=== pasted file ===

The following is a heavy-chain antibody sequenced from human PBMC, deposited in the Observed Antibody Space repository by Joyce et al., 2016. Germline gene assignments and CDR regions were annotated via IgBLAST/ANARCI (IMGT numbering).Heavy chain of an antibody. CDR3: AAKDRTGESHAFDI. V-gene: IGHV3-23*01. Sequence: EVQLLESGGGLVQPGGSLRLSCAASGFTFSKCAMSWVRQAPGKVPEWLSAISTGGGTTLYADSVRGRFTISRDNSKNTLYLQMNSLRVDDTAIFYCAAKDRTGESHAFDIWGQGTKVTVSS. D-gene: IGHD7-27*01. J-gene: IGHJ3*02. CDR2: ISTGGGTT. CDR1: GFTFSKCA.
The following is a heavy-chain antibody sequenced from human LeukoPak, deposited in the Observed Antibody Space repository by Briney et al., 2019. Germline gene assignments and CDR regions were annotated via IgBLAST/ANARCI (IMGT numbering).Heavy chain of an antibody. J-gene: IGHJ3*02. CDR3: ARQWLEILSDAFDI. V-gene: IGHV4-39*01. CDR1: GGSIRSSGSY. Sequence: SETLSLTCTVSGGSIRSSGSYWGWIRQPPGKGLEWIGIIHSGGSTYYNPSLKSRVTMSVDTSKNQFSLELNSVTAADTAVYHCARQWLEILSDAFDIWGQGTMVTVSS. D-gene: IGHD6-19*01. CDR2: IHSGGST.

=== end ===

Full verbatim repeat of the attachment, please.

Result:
The following is a heavy-chain antibody sequenced from human PBMC, deposited in the Observed Antibody Space repository by Joyce et al., 2016. Germline gene assignments and CDR regions were annotated via IgBLAST/ANARCI (IMGT numbering).Heavy chain of an antibody. CDR3: AAKDRTGESHAFDI. V-gene: IGHV3-23*01. Sequence: EVQLLESGGGLVQPGGSLRLSCAASGFTFSKCAMSWVRQAPGKVPEWLSAISTGGGTTLYADSVRGRFTISRDNSKNTLYLQMNSLRVDDTAIFYCAAKDRTGESHAFDIWGQGTKVTVSS. D-gene: IGHD7-27*01. J-gene: IGHJ3*02. CDR2: ISTGGGTT. CDR1: GFTFSKCA.
The following is a heavy-chain antibody sequenced from human LeukoPak, deposited in the Observed Antibody Space repository by Briney et al., 2019. Germline gene assignments and CDR regions were annotated via IgBLAST/ANARCI (IMGT numbering).Heavy chain of an antibody. J-gene: IGHJ3*02. CDR3: ARQWLEILSDAFDI. V-gene: IGHV4-39*01. CDR1: GGSIRSSGSY. Sequence: SETLSLTCTVSGGSIRSSGSYWGWIRQPPGKGLEWIGIIHSGGSTYYNPSLKSRVTMSVDTSKNQFSLELNSVTAADTAVYHCARQWLEILSDAFDIWGQGTMVTVSS. D-gene: IGHD6-19*01. CDR2: IHSGGST.